If your blood flow is light and pale, then this could be an indicator of lower estrogen levels or a reflection of poor nutrition or stress.  As women approach menopause, menses will typically get lighter and paler in colour as the ovaries slow down their production of estrogen.   Abnormally light periods can also be an indicator of autoimmune conditions and PCOS.

3. BLEEDING SHOULD BE OVER WITHIN A WEEK AND THERE SHOULD NOT BE ANY OTHER TIME IN THE MONTH WHERE BLEEDING OCCURS
The typical duration of your period is 2-7 days.  During this time, it is common for most women to lose 10-35ml of blood and will generally soak 2-7 regular pads or tampons (each regular pad or tampon typically holds 5ml of blood).  If you find yourself needing to change your pad/tampon frequently (less than two hourly), doubling up on the protection (using a pad and tampon at the same time), or still bleeding after 7 days then it is possible that you are experiencing an abnormally heavy menses.  In addition to uncovering why this is happening, it is important that you get your iron levels tested – as bleeding to this extent can deplete your iron levels quickly and leave you feeling drained and exhausted.
Bleeding after your period is also not ideal.  If you experience random bleeding during your cycle it is important to see your medical practitioner to rule out any infection, cancers, polyps, or hormonal imbalances.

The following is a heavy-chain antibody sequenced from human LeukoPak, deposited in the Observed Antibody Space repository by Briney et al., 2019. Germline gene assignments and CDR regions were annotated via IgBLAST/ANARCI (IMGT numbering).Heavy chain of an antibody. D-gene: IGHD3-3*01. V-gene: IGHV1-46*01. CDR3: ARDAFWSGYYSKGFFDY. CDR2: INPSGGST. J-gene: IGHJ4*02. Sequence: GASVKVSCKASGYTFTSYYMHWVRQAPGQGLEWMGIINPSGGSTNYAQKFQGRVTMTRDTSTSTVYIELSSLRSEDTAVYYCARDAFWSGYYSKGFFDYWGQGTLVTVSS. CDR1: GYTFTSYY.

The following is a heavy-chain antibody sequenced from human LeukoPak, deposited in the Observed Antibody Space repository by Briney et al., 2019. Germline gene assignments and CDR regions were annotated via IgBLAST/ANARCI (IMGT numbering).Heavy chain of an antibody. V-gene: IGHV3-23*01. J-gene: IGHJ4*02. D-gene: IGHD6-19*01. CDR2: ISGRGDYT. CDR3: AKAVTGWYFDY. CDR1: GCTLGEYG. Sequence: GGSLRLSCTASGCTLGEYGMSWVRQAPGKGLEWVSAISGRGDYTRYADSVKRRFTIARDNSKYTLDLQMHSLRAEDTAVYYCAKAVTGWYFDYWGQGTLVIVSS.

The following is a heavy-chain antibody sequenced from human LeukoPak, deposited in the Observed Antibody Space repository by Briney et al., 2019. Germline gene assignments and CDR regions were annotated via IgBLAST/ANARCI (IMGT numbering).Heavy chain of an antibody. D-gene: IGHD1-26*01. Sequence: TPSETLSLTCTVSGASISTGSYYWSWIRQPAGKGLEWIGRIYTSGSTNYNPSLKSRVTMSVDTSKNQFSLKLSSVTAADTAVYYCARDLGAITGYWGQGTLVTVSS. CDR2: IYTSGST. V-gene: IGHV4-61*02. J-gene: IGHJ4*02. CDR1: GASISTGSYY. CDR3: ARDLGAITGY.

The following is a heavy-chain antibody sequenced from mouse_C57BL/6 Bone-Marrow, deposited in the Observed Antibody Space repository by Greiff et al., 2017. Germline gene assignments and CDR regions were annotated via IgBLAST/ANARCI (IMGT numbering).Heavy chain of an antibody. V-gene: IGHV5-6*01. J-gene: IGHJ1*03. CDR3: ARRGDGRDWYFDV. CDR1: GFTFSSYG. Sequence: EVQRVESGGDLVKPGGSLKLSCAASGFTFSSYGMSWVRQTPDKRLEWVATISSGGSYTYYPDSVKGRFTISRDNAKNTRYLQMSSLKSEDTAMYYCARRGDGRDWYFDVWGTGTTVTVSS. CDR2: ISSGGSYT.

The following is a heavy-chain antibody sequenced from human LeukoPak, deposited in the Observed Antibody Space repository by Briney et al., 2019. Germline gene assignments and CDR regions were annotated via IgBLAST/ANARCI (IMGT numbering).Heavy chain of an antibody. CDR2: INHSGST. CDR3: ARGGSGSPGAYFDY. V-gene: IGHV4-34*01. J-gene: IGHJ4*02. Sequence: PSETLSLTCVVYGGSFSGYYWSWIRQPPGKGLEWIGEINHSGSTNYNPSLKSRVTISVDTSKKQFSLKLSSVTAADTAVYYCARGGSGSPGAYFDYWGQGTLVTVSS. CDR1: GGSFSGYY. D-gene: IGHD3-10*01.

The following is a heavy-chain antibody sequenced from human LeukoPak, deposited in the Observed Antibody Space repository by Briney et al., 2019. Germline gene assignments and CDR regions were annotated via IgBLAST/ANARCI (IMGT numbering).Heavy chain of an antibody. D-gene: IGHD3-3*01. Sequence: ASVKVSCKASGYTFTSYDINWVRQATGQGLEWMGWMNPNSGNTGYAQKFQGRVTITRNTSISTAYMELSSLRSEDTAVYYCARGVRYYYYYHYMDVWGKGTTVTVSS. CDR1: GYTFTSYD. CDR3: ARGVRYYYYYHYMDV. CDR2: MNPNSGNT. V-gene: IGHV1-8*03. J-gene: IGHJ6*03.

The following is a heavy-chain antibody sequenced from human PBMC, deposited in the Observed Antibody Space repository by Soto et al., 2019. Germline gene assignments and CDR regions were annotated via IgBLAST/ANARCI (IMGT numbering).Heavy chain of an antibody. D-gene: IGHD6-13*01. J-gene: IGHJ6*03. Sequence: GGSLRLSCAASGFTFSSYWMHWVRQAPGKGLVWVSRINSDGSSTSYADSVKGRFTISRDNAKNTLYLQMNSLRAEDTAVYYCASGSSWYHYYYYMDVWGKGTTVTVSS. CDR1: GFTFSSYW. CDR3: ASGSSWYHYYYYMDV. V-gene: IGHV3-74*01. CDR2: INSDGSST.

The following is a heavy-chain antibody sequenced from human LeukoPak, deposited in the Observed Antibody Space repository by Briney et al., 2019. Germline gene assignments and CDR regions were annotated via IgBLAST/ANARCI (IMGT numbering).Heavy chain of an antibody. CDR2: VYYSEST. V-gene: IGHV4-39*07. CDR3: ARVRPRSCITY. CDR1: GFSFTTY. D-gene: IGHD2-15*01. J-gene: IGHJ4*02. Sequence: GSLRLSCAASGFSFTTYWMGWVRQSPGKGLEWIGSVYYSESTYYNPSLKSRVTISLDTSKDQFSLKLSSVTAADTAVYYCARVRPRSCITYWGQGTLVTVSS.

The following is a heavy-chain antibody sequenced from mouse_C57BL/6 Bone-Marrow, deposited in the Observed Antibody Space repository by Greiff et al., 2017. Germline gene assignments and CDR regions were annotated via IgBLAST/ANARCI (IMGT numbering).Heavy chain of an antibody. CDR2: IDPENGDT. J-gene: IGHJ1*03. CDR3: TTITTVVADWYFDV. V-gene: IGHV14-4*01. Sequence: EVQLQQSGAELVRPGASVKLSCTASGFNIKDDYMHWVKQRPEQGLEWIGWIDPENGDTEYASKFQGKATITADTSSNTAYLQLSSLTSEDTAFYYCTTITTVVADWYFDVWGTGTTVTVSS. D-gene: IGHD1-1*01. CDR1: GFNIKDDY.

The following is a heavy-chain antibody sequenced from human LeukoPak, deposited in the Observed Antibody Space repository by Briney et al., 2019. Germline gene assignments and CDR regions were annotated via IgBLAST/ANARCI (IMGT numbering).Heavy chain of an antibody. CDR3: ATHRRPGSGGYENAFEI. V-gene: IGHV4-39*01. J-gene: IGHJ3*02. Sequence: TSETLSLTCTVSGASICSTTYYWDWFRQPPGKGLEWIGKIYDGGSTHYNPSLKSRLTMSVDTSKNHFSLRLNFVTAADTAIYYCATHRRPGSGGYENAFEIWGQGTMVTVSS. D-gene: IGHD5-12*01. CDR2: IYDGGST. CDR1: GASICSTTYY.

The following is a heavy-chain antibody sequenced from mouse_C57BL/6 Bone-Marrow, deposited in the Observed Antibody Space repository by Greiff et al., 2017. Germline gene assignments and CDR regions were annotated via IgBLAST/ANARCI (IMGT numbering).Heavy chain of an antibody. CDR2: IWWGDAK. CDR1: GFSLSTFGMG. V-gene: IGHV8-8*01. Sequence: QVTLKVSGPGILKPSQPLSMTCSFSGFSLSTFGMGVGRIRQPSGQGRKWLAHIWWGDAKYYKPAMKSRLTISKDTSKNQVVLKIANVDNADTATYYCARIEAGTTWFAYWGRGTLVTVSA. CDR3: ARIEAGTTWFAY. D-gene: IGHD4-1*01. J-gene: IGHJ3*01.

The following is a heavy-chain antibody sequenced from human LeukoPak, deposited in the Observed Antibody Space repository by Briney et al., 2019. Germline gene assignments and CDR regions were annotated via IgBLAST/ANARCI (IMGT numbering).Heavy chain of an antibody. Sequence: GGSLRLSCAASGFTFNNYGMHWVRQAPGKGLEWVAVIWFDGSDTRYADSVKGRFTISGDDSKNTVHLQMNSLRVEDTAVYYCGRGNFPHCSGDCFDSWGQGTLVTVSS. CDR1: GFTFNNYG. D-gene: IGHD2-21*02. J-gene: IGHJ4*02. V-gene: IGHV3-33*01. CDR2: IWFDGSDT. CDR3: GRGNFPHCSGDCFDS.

4. YOU WILL SEE CHANGES IN YOUR CERVICAL FLUID OR DISCHARGE IN YOUR PANTIES
It is VERY NORMAL to see changes in your vaginal discharge.  Over the month as your hormones change and fluctuate, they signal to your cervix to produce different types of fluid.  This fluid production is dependent on the level of estrogen and progesterone.  After your period there should be no discharge, but as your estrogen levels rise the fluid production should become more noticeable and the texture/consistency should become more viscous and stretchy (like the texture of egg whites).  After ovulation, as progesterone levels rise the discharge should become sticky/tacky and then dry up.
If your discharge is coloured, lumpy, smelly or accompanied by other symptoms such as itchiness or burning, then this in NOT NORMAL and you need to go see your medical professional.

5. SYMPTOMS SUCH AS CRAMPS, BREAST TENDERNESS, AND MOODINESS ARE NOT ACCEPTABLE
Many women will mention these symptoms to their GP only to be told that they are normal.  Individually they may not seem large enough to be concerned about, but I’m hoping that after reading this today you will be able to use these symptoms as warning signs that things aren’t ideal.
Ideally, when your body goes through its monthly hormonal changes, you should be free of any cramping, breast tenderness, bloating, fluid retention, headaches, food cravings, emotional changes etc.  There can be multiple reasons and treatments available depending on the individual imbalances so it may be worth discussing these with your naturopath at your next consult if you would like to explore it further.

Are you interested in becoming empowered by your hormones?  My colleague Natalie Pickering and myself will be running an exciting new series of educational sessions called “Womanly Wisdom”. Please see the separate information included in this E-news edition.